Get Juniper Certified (Part 1)

Contrary to what some might think, Cisco is not the only player in the networking arena. Although I have been Cisco certified for many years at this point, sometimes new opportunities present themselves that you need to take a look. I had been made aware of the Juniper certification process a couple of years ago but didn’t have a compelling reason to pick up this certification when I didn’t have any clients that were using. Now that I have a reason to look at this certification, I am taking another look.

Juniper NetworksFor those with a previous networking background, the Fast Track Certification Program is worth investigating. You will need to create a login account to get started. Since I don’t have a Juniper certification at this point, I will start with the JNCIA-Junos track. The first step is to go through a JNCIA-Junos Networking Fundamentals web-based training package. This is supposed to take about 5 hours. From what I have gone through so far, it will be partly review as it covers networking subjects you should already be familiar with. Where this will help you is going over the differences between how you enter things in IOS and what Juniper expects to be entered when making configuration changes in the Olive operating system. I will post another entry once I have been able to go through all of the web training package.

Once you are finished with that, the next step is to download two study guides in PDF form. This is where having an iPad comes in handy for me. After transferring the pdf’s to the GoodReader, I can read them whenever and wherever I want, being able to highlight/markup the documents to remind me of certain points as I reread the documents during the studying process. There are other ways you can work with the PDF’s but this is a system that has worked well for me in the past.

Juniper SRX-100

As a parallel part of this process, I wanted to start getting some hands on experience with the Juniper Olive OS. I went through the Juniper Education forums at www.juniper.net. As with Cisco, there are two paths – hardware and virtual. I posed this question in the forums to see what had worked well for others. Being new to Juniper, I was leaning towards physical hardware because I also want to test interoperability between Juniper and Cisco equipment which is something that I expect to run into soon. The response I got back confirmed that getting physical hardware was the suggested path. It was suggested that I look at the SRX-100H device as it would allow for the most flexibility on a budget for the JNCIA associate certification. For those, like me, that are new to Juniper, there is an important distinction that needs to be made for this device. When searching eBay or other sites, you will see reference to a B or H models. The difference between these is that the H model has maximum memory installed and can run the latest version of the Junos OS. For those of you that have a background in Linux, you will see some things that are familiar. This is due to the Junos kernel being based on FreeBSD Unix. If I had been dealing with Cisco hardware, I would have gone for the lesser expensive hardware option and upgraded the memory on my own. Since I am unfamiliar with the Juniper hardware, I decided to go with the more conservative approach and get the memory pre-installed. I managed to find an almost new SRX-100H Services Gateway unit that had been used for a brief demo and then wasnt needed anymore. Depending on how I continue with the Juniper certification program, I may add additional hardware as time and money allows.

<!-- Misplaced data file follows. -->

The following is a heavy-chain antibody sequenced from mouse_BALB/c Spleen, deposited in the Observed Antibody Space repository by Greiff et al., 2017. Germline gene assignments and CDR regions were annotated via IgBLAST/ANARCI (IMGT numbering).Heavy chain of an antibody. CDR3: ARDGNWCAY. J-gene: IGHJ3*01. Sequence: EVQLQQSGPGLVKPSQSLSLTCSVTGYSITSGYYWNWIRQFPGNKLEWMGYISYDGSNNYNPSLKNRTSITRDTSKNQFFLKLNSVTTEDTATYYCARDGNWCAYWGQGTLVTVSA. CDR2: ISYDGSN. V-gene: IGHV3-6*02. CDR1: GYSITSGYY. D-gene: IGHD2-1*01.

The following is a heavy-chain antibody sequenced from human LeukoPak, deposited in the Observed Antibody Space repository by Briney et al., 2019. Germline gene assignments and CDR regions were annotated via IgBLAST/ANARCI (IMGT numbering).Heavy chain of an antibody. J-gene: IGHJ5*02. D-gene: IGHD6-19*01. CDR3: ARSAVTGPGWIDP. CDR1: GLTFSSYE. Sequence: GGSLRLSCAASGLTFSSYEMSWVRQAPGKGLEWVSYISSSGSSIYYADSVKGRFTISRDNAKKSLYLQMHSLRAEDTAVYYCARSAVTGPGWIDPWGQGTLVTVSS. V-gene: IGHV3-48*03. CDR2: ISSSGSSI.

Once I get into the training materials a little more, I will spend some time to see when I will find when virtualizing the Juniper OS within GNS3. When travelling, having GNS3 as an option will allow you to continue studying without having the hardware with you, setting up remote access to your gear at home or finding a rack rental company that has Juniper gear installed. More on this as the series continue.

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